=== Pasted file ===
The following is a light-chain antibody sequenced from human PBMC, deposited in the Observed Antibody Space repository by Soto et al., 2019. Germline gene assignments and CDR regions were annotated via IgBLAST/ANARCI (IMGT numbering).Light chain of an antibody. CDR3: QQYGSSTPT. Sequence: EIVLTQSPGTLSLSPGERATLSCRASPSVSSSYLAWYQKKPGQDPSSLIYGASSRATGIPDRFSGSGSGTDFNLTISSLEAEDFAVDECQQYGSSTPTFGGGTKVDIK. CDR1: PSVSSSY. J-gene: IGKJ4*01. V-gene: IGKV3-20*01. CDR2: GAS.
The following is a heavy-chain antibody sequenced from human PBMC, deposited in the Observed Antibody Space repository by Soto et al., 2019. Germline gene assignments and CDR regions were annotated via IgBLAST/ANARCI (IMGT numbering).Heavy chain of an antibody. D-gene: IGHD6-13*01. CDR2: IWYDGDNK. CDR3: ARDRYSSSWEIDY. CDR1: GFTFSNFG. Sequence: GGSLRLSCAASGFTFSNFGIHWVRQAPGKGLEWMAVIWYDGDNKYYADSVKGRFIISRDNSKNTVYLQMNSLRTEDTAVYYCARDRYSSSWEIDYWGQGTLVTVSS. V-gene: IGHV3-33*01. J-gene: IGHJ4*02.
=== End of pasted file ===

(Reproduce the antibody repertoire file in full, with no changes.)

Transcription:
The following is a light-chain antibody sequenced from human PBMC, deposited in the Observed Antibody Space repository by Soto et al., 2019. Germline gene assignments and CDR regions were annotated via IgBLAST/ANARCI (IMGT numbering).Light chain of an antibody. CDR3: QQYGSSTPT. Sequence: EIVLTQSPGTLSLSPGERATLSCRASPSVSSSYLAWYQKKPGQDPSSLIYGASSRATGIPDRFSGSGSGTDFNLTISSLEAEDFAVDECQQYGSSTPTFGGGTKVDIK. CDR1: PSVSSSY. J-gene: IGKJ4*01. V-gene: IGKV3-20*01. CDR2: GAS.
The following is a heavy-chain antibody sequenced from human PBMC, deposited in the Observed Antibody Space repository by Soto et al., 2019. Germline gene assignments and CDR regions were annotated via IgBLAST/ANARCI (IMGT numbering).Heavy chain of an antibody. D-gene: IGHD6-13*01. CDR2: IWYDGDNK. CDR3: ARDRYSSSWEIDY. CDR1: GFTFSNFG. Sequence: GGSLRLSCAASGFTFSNFGIHWVRQAPGKGLEWMAVIWYDGDNKYYADSVKGRFIISRDNSKNTVYLQMNSLRTEDTAVYYCARDRYSSSWEIDYWGQGTLVTVSS. V-gene: IGHV3-33*01. J-gene: IGHJ4*02.